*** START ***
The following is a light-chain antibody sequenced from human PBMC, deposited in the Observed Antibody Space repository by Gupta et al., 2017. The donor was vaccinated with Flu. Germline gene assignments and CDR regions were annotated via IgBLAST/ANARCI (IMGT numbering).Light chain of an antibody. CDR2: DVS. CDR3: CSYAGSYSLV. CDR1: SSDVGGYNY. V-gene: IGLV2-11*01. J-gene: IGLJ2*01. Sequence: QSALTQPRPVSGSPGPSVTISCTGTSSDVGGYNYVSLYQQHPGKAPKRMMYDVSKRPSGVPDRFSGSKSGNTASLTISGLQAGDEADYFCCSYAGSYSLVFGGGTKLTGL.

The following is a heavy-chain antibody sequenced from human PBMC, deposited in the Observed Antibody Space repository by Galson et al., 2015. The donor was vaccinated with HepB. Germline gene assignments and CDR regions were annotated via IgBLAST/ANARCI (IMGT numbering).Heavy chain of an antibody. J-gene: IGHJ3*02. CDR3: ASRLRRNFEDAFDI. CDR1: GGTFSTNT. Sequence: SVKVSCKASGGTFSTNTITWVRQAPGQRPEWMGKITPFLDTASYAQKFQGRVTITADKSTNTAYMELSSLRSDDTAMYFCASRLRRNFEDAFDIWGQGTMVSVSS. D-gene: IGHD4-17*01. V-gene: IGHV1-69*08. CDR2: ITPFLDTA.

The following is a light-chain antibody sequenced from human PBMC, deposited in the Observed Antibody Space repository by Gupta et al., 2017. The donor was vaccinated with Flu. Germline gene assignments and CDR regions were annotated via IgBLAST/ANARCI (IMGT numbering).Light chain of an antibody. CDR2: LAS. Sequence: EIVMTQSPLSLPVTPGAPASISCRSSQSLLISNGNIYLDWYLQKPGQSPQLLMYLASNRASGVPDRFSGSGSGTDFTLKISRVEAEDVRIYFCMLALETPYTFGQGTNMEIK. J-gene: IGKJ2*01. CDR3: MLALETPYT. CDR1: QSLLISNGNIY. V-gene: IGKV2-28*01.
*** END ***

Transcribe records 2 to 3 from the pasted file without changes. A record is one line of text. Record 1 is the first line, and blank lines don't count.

The following is a heavy-chain antibody sequenced from human PBMC, deposited in the Observed Antibody Space repository by Galson et al., 2015. The donor was vaccinated with HepB. Germline gene assignments and CDR regions were annotated via IgBLAST/ANARCI (IMGT numbering).Heavy chain of an antibody. J-gene: IGHJ3*02. CDR3: ASRLRRNFEDAFDI. CDR1: GGTFSTNT. Sequence: SVKVSCKASGGTFSTNTITWVRQAPGQRPEWMGKITPFLDTASYAQKFQGRVTITADKSTNTAYMELSSLRSDDTAMYFCASRLRRNFEDAFDIWGQGTMVSVSS. D-gene: IGHD4-17*01. V-gene: IGHV1-69*08. CDR2: ITPFLDTA.

The following is a light-chain antibody sequenced from human PBMC, deposited in the Observed Antibody Space repository by Gupta et al., 2017. The donor was vaccinated with Flu. Germline gene assignments and CDR regions were annotated via IgBLAST/ANARCI (IMGT numbering).Light chain of an antibody. CDR2: LAS. Sequence: EIVMTQSPLSLPVTPGAPASISCRSSQSLLISNGNIYLDWYLQKPGQSPQLLMYLASNRASGVPDRFSGSGSGTDFTLKISRVEAEDVRIYFCMLALETPYTFGQGTNMEIK. J-gene: IGKJ2*01. CDR3: MLALETPYT. CDR1: QSLLISNGNIY. V-gene: IGKV2-28*01.